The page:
Apple Airplay on Raspberry Pi in 7 Easy Steps

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Configure Airplay on Rapsberry Pi

Do you have an existing hifi system that’s too old to support Apple Airplay? Don’t want to replace it with lower-quality wireless speakers, but want to stream music? It’s a common problem. The good news is, for the cost of a Raspberry Pi you can build an Airplay server so you can stream music directly from an iPhone or iPad to your hifi system.

This guide shows you how to set up Shairport-sync so you’ll have a Raspberry Pi playing music  in 7 easy steps.

Before You Start

Before you can set up a Raspberry Pi as an Airplay server there are a few things you’ll need.

Choosing a Raspberry Pi

You may have one lying around already. Most models should work, but the Pi Zero will be a problem because it’s harder to set up a network on the Zero. I suggest googling to find out how to do that before you start. Things will be far easier with a Raspberry Pi Zero W model, and the single-core CPU in there works pretty well for streaming so long as you don’t have anything other heavy-duty stuff running.

If you’re buying new, I’d suggest a Model 3. I used a Model 3 A+ with no problems, because I wanted a smaller form factor, wifi and enough grunt. The Raspberry Pi 3 Model B will work equally well.

NEEGO Raspberry Pi 3 Ultimate Starter Kit – Complete Set Includes Raspberry Pi 3 Model B Motherboard, 7” Touchscreen Display, Power Supply, 16GB SD Card, 2 Heatsinks, Official Case & 6ft HDMI Cable

Choosing an Operating System

The first thing you’ll need is an SD card with an appropriate operating system. You won’t need much storage; you should be able to get away with 4GB, but nowadays it’s hard to find such small cards and you’d be better off buying a multi-pack of 32GB class 10 microSD cards so you can use them for other projects.

When choosing the OS, these days there are a lot of different options, from “traditional” Raspbian to dedicated media operating systems, and even Windows 10 IoT.

Now, an Airplay server is not like Kodi which requires a rich graphical interface. It’s absolutely possible to run it with no UI at all, since all of the user interaction will be done on the iOS or macOS device.

It might be nice to have some kind of display showing the current artist and track information, but that’s a project in itself. For now, concentrate on getting the server working!

So with that established you should be looking towards a more barebones system. There’s no need for lots of applications, and for glitch-free operation you want as few processes running as possible. This is to leave as much CPU and RAM as you can for the media streaming application.

One problem is that some of the barebones OSes, such as Arch Linux, are are aimed at people with quite a lot of Linux knowledge. They’re quite cutting edge and you’re more likely to run into issues when installing third party applications and libraries.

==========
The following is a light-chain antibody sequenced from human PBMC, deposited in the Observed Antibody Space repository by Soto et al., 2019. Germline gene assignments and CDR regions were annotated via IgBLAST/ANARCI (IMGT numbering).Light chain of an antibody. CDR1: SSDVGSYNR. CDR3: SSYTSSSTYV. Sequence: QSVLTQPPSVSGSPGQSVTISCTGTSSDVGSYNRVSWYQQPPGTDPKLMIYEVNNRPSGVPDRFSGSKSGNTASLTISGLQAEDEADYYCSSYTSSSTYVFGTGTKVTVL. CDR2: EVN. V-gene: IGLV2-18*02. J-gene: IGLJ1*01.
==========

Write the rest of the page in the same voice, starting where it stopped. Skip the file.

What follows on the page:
At the other end of the spectrum there are some distributions which are dedicated to this task, and should work out of the box, but you won’t learn anything from that.

For those reasons, if this is your first installation of an Airplay device, I recommend choosing Raspbian Lite. It is mature because it’s derived from the original Raspbian OS, but it has had the GUI removed to save resources. It’s entirely command-line driven, and can easily configured to run in “headless” mode, i.e. accessed entirely remotely over the network with no need for a keyboard or monitor. This makes it ideal for putting into an appliance, and hopefully you’ll learn something in the process.

Install Raspbian Lite and Enable SSH

If you already have an installation, or are confident in doing that part yourself, go ahead.

Otherwise follow my tutorial below, which takes you step-by-step from a raw Raspberry Pi to SSH-enabled Raspbian Lite:-

How To Set Up a Raspberry Pi You Can Control From Anywhere in 30 Minutes

Once you’re set up, you should be able to login to the Raspberry Pi remotely from another computer on your network, and your Pi should have internet access.

Configure the Airplay Server

1. Install Dependencies

First off, you’ll need to install some dependencies so you can build the Airplay server application. Run the following:-

sudo apt-get update
sudo apt-get install autoconf automake avahi-daemon build-essential git libasound2-dev libavahi-client-dev libconfig-dev libdaemon-dev libpopt-dev libssl-dev libtool xmltoman

2. Build & Install shairport-sync

shairport-sync is a fantastic piece of software maintained by Mike Brady. It turns your Linux machine into an Apple Airplay server. One of the best things about it is that it runs entirely on the command line, and while it has a million configuration options, it’s surprisingly easy to get working out of the box.

First grab it from github:-

git clone

Now navigate to the shairport-sync directory and configure the build:-

cd shairport-sync
autoreconf -i -f
./configure --with-alsa --with-avahi --with-ssl=openssl --with-systemd --with-metadata

Finally build and install the application:-

sudo make install

At the end of this procedure you should have a working installation of shairport-sync.

3. Configure the Audio Output

You’re now ready to test the Airplay audio. First you’ll need some hardware. Any of the following will work:-

  • headphones, or just about any old earbuds with a 3mm jack
  • active speakers from a desktop PC